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J Anat. 2002 Sep;201(3):239-56.

The development of the gubernaculum and inguinal closure in the marsupial Macropus eugenii.

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Department of Zoology, The University of Melbourne, Victoria, Australia.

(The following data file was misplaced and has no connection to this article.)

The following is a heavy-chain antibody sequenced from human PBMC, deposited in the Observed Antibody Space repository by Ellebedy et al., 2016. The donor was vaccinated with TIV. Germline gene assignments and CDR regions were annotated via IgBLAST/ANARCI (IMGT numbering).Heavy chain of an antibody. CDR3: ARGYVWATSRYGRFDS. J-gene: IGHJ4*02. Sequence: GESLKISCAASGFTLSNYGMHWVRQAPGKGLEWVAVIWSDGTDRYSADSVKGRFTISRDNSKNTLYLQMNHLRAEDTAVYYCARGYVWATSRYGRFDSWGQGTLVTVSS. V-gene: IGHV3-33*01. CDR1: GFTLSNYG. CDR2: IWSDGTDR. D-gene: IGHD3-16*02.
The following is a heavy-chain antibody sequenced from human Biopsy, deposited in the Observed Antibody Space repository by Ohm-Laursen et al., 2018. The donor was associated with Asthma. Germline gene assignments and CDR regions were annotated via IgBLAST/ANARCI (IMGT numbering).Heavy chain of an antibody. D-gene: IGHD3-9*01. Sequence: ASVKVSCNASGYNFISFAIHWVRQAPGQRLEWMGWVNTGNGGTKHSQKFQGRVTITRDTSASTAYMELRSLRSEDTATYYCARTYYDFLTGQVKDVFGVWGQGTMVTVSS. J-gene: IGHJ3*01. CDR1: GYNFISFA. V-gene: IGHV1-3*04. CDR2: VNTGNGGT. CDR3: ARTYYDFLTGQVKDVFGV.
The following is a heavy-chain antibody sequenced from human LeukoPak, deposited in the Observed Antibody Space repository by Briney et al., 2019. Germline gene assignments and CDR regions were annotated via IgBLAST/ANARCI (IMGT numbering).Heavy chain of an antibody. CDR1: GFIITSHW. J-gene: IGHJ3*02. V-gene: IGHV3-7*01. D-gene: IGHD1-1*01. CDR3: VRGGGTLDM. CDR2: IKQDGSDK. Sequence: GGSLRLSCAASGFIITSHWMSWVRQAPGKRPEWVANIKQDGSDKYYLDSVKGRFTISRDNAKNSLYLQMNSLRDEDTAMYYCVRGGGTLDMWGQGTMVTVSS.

This study reports the developmental anatomy of testicular descent and inguinal closure of the tammar wallaby (Macropus eugenii) from birth to maturity. In females the ovary migrated caudally between days 10 and 20 after birth. The gubernaculum differentiates into the round ligament in the abdomen and extra-abdominally as the ilio-marsupialis muscle of the mammary glands. In males the testes migrated to the internal inguinal ring by day 20 post partum (pp), coinciding with the enlargement of the gubernaculum, and from the internal inguinal ring to the scrotum between days 20 and 65 pp. During descent there was an increase in the hyaluronic acid concentration in cells of the gubernaculum and scrotum. Development of the cremaster muscle began by day 10 pp on the periphery of the gubernaculum and its basic structure was completed by day 60 pp. After descent the inguinal canal closed between days 50 and 60 pp, but a small irregular lumen persisted, somewhat similar to that seen in the congenital scrotal hydrocoele of humans. Tammars have a hopping mode of locomotion and, like humans, are essentially bipedal. We suggest that inguinal closure evolved in these two species because their upright posture may otherwise lead to a high incidence of inguinal hernias.

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